Bridget Telencio took her place at the edge of the platform, wound up like a pitcher, and hurled the big, yellow chew toy into a 40-foot pool.
What followed was a quick blur of white with black spots that splashed down more than 23 feet away.
"Wow, what a jump!" yelled 7-year-old John Walters of West Toledo, one of more than 1,000 people crammed around the pool in the parking lot of The Andersons for the high-flying Ultimate Air Dogs competition.
Ms. Telencio's dog, a 6-year-old Dalmatian named Lance, is unlike some of the newcomer dogs. He is all business.
"At this point, he knows why we are here," Ms. Telencio of Painesville, Ohio, said. "His first time in 2006, he did 10 feet and by the end of the day, he was up to 18 feet."
The parking lot was filled with the smell of wet dog and the sound of splashing followed by cheers.
Bernie Parker of Oregon relaxed in the shade earlier as he waited for his turn to take 2-year-old Albert, a German Shorthaired Pointer, up to the pool platform.
How far will he jump?
"How far can you throw meat?" joked a friend of Mr. Parker's.
Mr. Parker rescued the dog from a private owner. Albert was going to be euthanized because of a hernia.
"Last year was his first time jumping in this," Mr. Parker said. "He will do about 20 feet."
The contest is to see which dog can jump the highest and farthest before splashing into the pool.
The 2009 Ohio champion dog will be determined by combining the scores of the finals from both events yesterday and today at The Andersons, 4701 Talmadge Rd. Top dogs and their owners receive gifts and prizes.
Former Detroit Tiger Milt Wilcox, founder and president of Ultimate Air Dogs, said it's usually difficult to tell who's enjoying it more: the dogs or the spectators.
"Most people have a soft spot in their hearts for animals," Mr. Wilcox said.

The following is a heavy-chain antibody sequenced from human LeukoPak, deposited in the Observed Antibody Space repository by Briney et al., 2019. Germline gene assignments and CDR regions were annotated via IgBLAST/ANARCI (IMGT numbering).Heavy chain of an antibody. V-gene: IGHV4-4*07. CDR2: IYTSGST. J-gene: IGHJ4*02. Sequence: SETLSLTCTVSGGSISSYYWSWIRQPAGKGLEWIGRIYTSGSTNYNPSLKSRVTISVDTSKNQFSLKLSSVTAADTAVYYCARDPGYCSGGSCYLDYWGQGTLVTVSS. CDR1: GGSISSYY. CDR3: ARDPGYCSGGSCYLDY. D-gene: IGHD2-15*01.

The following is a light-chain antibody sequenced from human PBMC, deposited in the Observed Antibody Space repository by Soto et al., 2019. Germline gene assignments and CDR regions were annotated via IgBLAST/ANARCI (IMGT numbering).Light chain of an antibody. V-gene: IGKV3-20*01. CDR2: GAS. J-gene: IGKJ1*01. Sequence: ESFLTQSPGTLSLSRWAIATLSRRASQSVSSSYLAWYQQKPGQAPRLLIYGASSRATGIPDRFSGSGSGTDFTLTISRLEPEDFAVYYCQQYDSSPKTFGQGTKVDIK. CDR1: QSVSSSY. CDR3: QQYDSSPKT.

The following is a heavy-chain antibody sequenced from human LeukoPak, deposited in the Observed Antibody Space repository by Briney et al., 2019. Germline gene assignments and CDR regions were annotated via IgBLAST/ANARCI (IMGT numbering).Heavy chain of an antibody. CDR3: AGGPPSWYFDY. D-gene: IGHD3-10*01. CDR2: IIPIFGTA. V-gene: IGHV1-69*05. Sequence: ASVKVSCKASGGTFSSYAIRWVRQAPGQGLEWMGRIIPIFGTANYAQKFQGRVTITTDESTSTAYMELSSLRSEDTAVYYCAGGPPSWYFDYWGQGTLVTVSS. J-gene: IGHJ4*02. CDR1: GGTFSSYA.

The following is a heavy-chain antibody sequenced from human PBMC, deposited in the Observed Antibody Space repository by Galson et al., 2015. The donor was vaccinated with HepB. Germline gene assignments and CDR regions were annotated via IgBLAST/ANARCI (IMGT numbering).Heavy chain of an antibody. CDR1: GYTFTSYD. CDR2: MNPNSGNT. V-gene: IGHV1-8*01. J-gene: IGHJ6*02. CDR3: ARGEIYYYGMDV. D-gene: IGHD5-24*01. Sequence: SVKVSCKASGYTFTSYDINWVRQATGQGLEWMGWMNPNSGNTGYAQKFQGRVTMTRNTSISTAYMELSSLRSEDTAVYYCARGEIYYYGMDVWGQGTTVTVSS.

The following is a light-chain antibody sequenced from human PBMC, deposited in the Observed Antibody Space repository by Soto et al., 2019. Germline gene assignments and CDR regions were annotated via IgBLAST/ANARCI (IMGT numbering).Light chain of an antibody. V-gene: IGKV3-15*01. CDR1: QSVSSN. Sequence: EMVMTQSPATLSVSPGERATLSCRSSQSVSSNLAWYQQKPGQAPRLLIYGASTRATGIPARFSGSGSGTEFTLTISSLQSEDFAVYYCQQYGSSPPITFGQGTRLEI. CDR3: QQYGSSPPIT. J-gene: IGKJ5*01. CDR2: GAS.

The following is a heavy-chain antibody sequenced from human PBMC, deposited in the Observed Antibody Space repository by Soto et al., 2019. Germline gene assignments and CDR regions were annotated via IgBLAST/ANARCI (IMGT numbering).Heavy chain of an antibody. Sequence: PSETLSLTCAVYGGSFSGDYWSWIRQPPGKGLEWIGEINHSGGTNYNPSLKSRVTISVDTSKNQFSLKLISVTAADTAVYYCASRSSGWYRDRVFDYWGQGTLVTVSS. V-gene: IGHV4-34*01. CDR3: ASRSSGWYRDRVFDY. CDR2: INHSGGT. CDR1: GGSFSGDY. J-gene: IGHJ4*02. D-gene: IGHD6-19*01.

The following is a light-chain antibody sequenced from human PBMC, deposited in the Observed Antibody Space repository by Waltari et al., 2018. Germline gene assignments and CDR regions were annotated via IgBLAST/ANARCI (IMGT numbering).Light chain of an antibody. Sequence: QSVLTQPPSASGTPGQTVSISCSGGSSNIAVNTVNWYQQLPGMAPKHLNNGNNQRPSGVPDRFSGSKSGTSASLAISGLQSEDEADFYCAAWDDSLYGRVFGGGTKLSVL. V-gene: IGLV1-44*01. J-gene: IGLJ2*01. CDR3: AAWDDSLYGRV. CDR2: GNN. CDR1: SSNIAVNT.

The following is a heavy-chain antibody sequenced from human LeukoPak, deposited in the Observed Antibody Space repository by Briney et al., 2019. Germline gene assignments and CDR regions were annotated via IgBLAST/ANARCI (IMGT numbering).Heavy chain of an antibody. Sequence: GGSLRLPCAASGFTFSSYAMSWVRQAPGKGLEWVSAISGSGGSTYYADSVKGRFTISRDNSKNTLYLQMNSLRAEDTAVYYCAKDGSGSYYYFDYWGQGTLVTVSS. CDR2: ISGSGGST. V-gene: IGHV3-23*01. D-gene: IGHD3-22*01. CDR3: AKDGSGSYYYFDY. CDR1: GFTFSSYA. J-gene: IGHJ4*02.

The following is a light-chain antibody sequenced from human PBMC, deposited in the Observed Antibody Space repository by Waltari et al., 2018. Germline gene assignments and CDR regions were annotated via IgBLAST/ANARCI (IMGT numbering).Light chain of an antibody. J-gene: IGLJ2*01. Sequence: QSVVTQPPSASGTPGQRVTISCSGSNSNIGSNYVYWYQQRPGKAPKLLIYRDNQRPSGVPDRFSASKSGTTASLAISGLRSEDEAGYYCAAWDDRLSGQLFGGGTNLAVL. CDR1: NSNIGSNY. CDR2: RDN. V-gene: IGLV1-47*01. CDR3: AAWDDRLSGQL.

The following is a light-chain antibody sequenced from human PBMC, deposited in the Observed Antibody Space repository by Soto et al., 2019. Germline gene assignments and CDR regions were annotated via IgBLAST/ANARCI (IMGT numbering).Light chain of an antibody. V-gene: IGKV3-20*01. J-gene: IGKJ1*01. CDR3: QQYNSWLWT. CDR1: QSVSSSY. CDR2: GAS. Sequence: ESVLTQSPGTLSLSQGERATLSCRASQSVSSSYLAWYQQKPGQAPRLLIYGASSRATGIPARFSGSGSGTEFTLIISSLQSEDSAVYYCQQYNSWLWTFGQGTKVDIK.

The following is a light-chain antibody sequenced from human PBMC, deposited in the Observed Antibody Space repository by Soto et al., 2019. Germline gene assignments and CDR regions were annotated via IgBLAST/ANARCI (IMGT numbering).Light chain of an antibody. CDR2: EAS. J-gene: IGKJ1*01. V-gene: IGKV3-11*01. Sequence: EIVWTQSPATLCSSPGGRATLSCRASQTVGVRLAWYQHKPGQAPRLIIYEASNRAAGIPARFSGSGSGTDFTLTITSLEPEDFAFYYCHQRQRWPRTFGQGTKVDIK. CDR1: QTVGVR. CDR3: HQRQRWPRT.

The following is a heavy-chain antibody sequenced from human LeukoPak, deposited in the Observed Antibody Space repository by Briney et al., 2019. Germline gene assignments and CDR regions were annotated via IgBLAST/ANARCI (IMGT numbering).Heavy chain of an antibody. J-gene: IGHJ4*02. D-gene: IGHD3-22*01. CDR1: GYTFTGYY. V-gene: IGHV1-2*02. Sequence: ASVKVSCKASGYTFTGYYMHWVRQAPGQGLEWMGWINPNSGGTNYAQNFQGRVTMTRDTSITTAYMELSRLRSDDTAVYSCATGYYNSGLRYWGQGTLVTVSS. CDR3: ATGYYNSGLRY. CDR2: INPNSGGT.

Based in Royal Oak, Mich., the organization holds "dock diving" competitions in several states.
Before he created Ultimate Air Dogs, Mr. Wilcox played professional baseball for 16 years. He retired in 1986 after pitching 10 years for the Tigers.
Mr. Wilcox founded Ultimate Air Dogs in 2006 after seeing the Purina Incredible Dog Challenge on television.
Pet owners can register for Ultimate Air Dogs online, and dogs merely interested in watching are welcome to attend the events, he said.
Yesterday's competition drew more than 1,000 onlookers for the first session.
The day started with practice jumps. But not every dog took the plunge.
In fact, some dogs cracked under the pressure.
A yellow Labrador strutted onto the platform with her master, started the run toward the edge, but slammed on the brakes and locked down at the edge - just close enough to sniff the water.
Moments later, it was Boomer's turn to get wet. The chocolate Labrador, who has jumped in Ultimate Air Dog competitions twice before, took some coaxing before making his splash about 10 feet past the edge.
"This is a lot of fun for people to see the dogs' reactions and their ability," Boomer's owner, Kyle Crump, a 23-year-old student at Bowling Green State University, said.
Many competitors were Labrador retrievers or other sporting group breeds.
"They are water dogs," said Derek Meyer, a Wauseon firefighter who owns a chocolate Labrador named Taz.
John Kowalski, manager of the West Toledo Andersons, gave the crowd a little treat before the official competition began: He jumped into the pool himself.
Today's event starts with check-in and practice jumps at 11 a.m. for the noon competition session. There will more practice jumps at 2:15 p.m. ahead of the 3 p.m. finals, which will be followed by Ultimate Verticals - how high the dogs jump - at 4 p.m.
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